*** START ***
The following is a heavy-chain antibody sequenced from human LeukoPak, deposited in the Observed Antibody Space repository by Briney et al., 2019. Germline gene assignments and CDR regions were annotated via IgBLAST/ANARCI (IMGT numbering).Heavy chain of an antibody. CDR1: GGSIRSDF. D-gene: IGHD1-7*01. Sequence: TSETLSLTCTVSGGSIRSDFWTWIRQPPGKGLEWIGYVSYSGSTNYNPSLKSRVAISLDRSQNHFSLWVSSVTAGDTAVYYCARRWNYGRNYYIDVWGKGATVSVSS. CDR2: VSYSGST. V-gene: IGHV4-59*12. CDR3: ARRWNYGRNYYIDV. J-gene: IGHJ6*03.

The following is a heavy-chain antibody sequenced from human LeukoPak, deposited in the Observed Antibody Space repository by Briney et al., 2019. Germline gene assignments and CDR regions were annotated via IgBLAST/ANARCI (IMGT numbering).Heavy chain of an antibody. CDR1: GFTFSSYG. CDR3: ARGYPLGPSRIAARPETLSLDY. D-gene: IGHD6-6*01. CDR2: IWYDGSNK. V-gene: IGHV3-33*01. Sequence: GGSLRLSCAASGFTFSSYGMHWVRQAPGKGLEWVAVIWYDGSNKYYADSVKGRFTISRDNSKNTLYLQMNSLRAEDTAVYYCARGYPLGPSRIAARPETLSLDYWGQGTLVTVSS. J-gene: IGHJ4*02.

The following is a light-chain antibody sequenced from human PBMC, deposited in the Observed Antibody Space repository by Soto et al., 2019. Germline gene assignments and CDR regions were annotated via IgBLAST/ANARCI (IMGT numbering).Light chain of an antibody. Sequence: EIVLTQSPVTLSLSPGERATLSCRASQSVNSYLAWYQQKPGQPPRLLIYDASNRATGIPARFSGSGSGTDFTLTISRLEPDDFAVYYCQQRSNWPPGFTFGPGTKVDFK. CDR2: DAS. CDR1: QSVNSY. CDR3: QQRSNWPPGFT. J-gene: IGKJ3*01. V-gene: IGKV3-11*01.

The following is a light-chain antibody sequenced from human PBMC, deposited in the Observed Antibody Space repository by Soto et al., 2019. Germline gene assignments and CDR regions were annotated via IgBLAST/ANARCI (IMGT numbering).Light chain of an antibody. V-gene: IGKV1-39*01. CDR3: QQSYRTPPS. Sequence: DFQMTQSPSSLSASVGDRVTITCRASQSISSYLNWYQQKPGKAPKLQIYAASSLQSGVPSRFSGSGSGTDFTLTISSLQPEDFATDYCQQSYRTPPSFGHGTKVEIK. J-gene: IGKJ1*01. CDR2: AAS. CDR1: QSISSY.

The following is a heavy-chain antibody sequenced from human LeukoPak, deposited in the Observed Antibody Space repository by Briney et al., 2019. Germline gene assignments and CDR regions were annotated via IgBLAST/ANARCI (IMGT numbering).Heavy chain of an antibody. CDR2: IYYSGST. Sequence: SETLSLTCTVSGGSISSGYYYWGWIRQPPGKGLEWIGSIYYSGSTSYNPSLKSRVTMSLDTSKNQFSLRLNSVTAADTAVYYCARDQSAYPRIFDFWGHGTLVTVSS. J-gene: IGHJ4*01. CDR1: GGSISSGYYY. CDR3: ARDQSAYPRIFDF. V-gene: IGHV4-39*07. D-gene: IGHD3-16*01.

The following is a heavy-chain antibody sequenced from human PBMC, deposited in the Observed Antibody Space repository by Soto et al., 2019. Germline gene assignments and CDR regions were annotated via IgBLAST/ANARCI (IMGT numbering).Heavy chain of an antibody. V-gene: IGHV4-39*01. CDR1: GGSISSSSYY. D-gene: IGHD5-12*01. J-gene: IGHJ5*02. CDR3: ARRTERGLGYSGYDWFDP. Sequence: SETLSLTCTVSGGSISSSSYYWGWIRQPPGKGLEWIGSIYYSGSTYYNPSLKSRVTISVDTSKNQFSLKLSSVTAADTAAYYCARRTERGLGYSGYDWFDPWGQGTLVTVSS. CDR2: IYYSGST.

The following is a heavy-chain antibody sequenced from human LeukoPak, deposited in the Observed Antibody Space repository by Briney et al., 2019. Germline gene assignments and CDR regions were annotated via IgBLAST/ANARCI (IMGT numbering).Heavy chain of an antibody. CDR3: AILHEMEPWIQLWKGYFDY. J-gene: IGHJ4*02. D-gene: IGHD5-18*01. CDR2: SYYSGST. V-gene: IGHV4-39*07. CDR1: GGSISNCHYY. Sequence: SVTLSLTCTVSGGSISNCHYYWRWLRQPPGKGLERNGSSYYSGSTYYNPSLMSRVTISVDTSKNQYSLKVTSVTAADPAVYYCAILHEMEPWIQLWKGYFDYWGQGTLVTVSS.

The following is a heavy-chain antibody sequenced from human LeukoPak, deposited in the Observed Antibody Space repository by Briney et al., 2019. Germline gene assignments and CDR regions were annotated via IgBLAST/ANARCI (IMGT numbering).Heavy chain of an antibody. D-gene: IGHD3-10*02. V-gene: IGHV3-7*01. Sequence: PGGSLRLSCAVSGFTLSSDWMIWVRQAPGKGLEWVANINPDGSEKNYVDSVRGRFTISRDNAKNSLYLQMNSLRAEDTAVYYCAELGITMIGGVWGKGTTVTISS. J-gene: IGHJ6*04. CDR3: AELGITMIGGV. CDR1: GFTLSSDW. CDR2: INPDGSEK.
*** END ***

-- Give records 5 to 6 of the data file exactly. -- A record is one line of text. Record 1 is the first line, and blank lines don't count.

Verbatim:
The following is a heavy-chain antibody sequenced from human LeukoPak, deposited in the Observed Antibody Space repository by Briney et al., 2019. Germline gene assignments and CDR regions were annotated via IgBLAST/ANARCI (IMGT numbering).Heavy chain of an antibody. CDR2: IYYSGST. Sequence: SETLSLTCTVSGGSISSGYYYWGWIRQPPGKGLEWIGSIYYSGSTSYNPSLKSRVTMSLDTSKNQFSLRLNSVTAADTAVYYCARDQSAYPRIFDFWGHGTLVTVSS. J-gene: IGHJ4*01. CDR1: GGSISSGYYY. CDR3: ARDQSAYPRIFDF. V-gene: IGHV4-39*07. D-gene: IGHD3-16*01.

The following is a heavy-chain antibody sequenced from human PBMC, deposited in the Observed Antibody Space repository by Soto et al., 2019. Germline gene assignments and CDR regions were annotated via IgBLAST/ANARCI (IMGT numbering).Heavy chain of an antibody. V-gene: IGHV4-39*01. CDR1: GGSISSSSYY. D-gene: IGHD5-12*01. J-gene: IGHJ5*02. CDR3: ARRTERGLGYSGYDWFDP. Sequence: SETLSLTCTVSGGSISSSSYYWGWIRQPPGKGLEWIGSIYYSGSTYYNPSLKSRVTISVDTSKNQFSLKLSSVTAADTAAYYCARRTERGLGYSGYDWFDPWGQGTLVTVSS. CDR2: IYYSGST.